Cat meat is meat derived from cats. It is eaten sporadically in southern China and northern Vietnam where some people consider it a good warming food during winter months. The cat's stomach and intestines are eaten, as well as the thighs, which are turned into meatballs. The head and the rest of the animal are thrown away. Cats are sometimes boiled and made into a tonic as a folk remedy for neuralgia and arthritis in Korea, though the meat by itself is not customarily eaten.

With the rise of pet cat ownership in China, more people have become opposed to the traditional use of cat as food. In June 2006, approximately 40 animal activists stormed the Fangji Cat Meatball Restaurant, a local restaurant specializing in cat meat in Shenzhen, China. They managed to force the restaurant to shut down and discontinue its selling of cat meat.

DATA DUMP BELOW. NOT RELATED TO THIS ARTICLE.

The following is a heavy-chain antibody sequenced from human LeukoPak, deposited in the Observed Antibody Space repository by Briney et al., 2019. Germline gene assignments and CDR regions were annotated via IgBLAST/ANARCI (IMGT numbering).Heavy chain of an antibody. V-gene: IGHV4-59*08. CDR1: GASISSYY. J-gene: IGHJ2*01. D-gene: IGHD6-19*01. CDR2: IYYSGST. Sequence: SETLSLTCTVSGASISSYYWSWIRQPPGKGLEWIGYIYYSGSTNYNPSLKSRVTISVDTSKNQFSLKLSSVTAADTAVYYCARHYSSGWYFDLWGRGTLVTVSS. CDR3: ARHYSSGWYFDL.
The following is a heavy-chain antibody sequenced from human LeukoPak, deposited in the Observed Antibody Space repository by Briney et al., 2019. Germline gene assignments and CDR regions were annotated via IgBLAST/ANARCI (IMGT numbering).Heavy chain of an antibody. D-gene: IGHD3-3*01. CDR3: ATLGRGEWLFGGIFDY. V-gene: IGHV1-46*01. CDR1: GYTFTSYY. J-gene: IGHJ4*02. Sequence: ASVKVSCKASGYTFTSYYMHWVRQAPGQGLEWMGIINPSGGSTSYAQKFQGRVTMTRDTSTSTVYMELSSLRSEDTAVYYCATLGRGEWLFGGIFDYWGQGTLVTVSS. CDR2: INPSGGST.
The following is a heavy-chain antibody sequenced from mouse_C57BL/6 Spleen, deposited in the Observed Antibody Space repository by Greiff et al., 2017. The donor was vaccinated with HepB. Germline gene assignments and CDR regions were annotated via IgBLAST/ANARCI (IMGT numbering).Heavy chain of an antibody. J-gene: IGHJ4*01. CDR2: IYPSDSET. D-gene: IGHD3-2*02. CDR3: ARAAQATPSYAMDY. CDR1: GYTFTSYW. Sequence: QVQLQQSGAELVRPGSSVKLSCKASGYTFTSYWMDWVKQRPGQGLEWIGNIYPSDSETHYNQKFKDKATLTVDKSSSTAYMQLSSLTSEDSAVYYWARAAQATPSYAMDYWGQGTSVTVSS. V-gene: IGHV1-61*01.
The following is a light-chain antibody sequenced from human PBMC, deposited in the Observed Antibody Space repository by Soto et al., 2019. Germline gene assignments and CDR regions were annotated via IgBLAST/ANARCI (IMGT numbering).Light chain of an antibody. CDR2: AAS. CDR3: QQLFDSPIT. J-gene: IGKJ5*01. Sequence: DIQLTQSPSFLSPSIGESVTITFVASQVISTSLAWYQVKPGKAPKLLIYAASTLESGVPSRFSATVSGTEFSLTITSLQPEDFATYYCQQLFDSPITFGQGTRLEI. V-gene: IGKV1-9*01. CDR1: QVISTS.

Those changes began about two years after the formation of the Chinese Companion Animal Protection Network, a networking project of Chinese Animal Protection Network. Expanded to more than 40 member societies, CCAPN in January 2006 began organizing well-publicized protests against dog and cat eating, starting in Guangzhou, following up in more than ten other cities "with very optimal response from public."

Since January 2007, more than ten Chinese groups launched a joint online signing event against the consumption of cat and dog meat. The signers affirmed that they are willing to avoid eating cat and dog meat in the future. This online signing event received more than 42,000 signatures from the public and has been circulated by supporters all around the country. Supporters of this online event also organized offline events in many cities, including several high profile performance-art shows.

Because cats are regarded as carnivorous animals, consumption of cat meat is not permissible under Jewish or Islamic dietary laws.

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